I am not a medical professional. I comment on personal experiences
    You can email me at: rdilauro@veritashealth.com
  • However, in my husband's case, he was walking at least three miles a month after surgery. He had to work up to it gradually but he was having no pain at all and has not since the operation which was a year ago. I really don't know if you should be jogging but he is golfing and swimming again. He has has to adapt for feels a pain free life is well worth the accommodations. He is 67 and an active man.

    I am wondering if your surgeon felt you needed to wait until there was no other options if you wanted to live a fairly comfortable and mobile life. In hubby's case,he was headed for a wheelchair in the next six months if he did not have the fusion so it was really a fairly easy choice to make.

  • Dilauro is spot on. Everything he speaks is total truism and I agree wholeheartedly. Likewise with Beaver's post.

    I haven't undergone surgery to fix my spondy yet, but I am likely going to take the plunge by the end of the year as my pain and nerve problems have gotten pretty damn severe.

    So I totally understand your apprehension. Alot of us spondy's deal with it for years before going under the knife. And over the years, and many consultations, in the past the surgeons (both ortho and neuro) suggested that I should wait until either I just can't stand the pain anymore, or it becomes medically necessary - such as with cauda equina or if the spondy becomes unstable.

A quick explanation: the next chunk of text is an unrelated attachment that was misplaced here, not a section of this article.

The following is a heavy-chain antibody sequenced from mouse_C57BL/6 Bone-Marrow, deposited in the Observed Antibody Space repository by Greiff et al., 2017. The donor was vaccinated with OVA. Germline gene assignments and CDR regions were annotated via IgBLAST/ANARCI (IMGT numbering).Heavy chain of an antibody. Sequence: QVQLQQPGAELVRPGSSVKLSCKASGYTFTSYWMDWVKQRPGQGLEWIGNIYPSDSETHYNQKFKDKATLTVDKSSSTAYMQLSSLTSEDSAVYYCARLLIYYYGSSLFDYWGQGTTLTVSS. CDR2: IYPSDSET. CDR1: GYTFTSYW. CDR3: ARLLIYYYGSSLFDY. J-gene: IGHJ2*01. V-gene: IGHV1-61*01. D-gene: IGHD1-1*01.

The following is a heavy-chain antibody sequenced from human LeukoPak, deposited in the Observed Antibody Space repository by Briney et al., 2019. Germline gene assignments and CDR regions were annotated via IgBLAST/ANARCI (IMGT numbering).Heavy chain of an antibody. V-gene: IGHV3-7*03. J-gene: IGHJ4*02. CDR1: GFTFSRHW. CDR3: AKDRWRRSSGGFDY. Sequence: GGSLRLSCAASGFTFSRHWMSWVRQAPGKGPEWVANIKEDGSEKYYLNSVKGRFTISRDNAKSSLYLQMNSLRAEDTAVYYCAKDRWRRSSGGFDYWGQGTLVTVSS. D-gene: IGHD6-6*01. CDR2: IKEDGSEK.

In my case, it is the latter. I've recently learned that my spondy is no longer stable due to pars fractures and as one doc told me, "it will never heal on it's own."

    So, as Dilauro and Beaver said, there are good outcomes as well as bad. It seems that there are more sad stories than positive, but you have to remember that people who have great results generally don't go to support forums for help. They simply move on with their lives. So, try not to let the seeming lack in good stories, make you feel to hopeless.

    And you do have to have total faith in your surgeon and trust his guidance. If he thinks it's safe for you to maybe wait a while longer, then maybe he's right.

    Have you done all the conservative stuff - like physical therapy, epidural injections, oral steroids, etc?

    I certainly wish you luck and hope you'll keep us posted on how you're doin'!